20th Century Women opens with a flaming car. It’s kind of a great metaphor for the characters, and really how life in general seems to work.
One minute you’re putting your car in park to run into the grocery store. The next minute, your car is casually on fire. So the question of life becomes, how do you face the aftermath? If you’re Dorothea, you speak a few words of fondness over the old car to your son and then invite the fire chief to join your birthday party that evening to say thanks for all his help.
“She grew up during the depression,” Jamie, Dorothea’s son, likes to say about her – often to explain her idiosyncrasies.
Isn’t it funny how our upbringing can shape everything about the way we tackle life’s problems? 20th Century Women takes a playful step away from a truly historical era to examine it through the lens of three very different women, and the impact they make on a young boy growing up without a father in the late 1970’s.
Can this boy find adulthood and normalcy without a male role model? they wonder. What does it really mean to be a man…or a woman…or a human, for that matter?
Everybody told Dorothea (Annette Bening, Being Julia, American Beauty) she was “too old to be a mother” when she had her son Jamie (Lucas Jade Zumann, Thrill Ride) at age 40. This jumped out at me right away, since that’s how old my own mother was when she had me. There’s something unique about being raised by a mother who’s a full two generations older. In my own life, I’ve experienced that it mean a little more calmness, a little less confusion. But in this movie, which is in many ways a coming-of-age story for Jamie, the years chasm. It’s hard for him to relate to this person whose life experience is so far removed from his own.
To compensate for their lack of closeness as Jamie reaches adolescence, Dorothea enlists her tenant Abbie (Greta Gerwig, Frances Ha) and her son’s best friend Julie (Elle Fanning, Maleficent) to keep an eye on Jamie and help him vault into adulthood.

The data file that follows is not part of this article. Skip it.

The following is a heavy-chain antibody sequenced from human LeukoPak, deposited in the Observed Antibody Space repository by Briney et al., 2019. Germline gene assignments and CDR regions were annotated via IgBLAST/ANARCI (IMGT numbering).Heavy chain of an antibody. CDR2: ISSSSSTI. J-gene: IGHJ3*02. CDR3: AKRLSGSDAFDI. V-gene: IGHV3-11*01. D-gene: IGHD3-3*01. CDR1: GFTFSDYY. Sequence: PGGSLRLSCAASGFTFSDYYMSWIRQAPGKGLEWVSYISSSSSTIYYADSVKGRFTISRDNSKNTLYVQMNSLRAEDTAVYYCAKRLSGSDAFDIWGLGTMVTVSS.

Abbie, in her mid-twenties, decides to take Jamie as a confidant of sorts. She talks to him about anything that pops into her head, gives him feminist essays to read, and even takes him along to a hard-hitting doctor’s appointment.
Julie is seventeen, a small but meaningful few years older than 14-year-old Jamie. Their relationship is complicated by her insistence that they remain platonic friends, even as she becomes sexually active with other boys.
At the center of it all is still Dorothea bewildered by the antics of the young people around her, mostly peaceful in her own convictions, pretty lonely, and struggling to maintain matriarchal control in a decade where there are so many ways for young people to grab at freedom.
It’s really beautiful to get to know each character, as this film’s strength lies in their relationships and moments of togetherness.
The thing that strikes me the most, is who I found myself identifying with, and what that can tell me about history, culture, and my own assumptions. As a young woman in my mid-twenties, I naturally found it easy to relate to Abbie a lot of the time. But interestingly, Abbie was born in 1955, the same year my dad was born. And I have to be real – I find it really hard to relate to my dad (or even get along with him) an increasing amount. Was my dad like Abbie at all, when he was my age? Do our differences grow the older he gets? Or is the widening gap have more to do with geography and gender? (After all, he grew up in South Carolina, not California.)
We’re all such funny combinations of family, society, genes, and influence. What did it mean to be born, to grow up in, to die in, the 20th century? Well, it meant a lot of things. It was a long century, full of poverty and wealth, war and peace, drugs, cigarettes, sex, and changing gender norms. It’s a century we’ll see more and more clearly, the farther away we get.
Women in the 20th century looked like so many things as well. I wonder, how will we have grown and learned from them by the time we reach the end of the 21st century?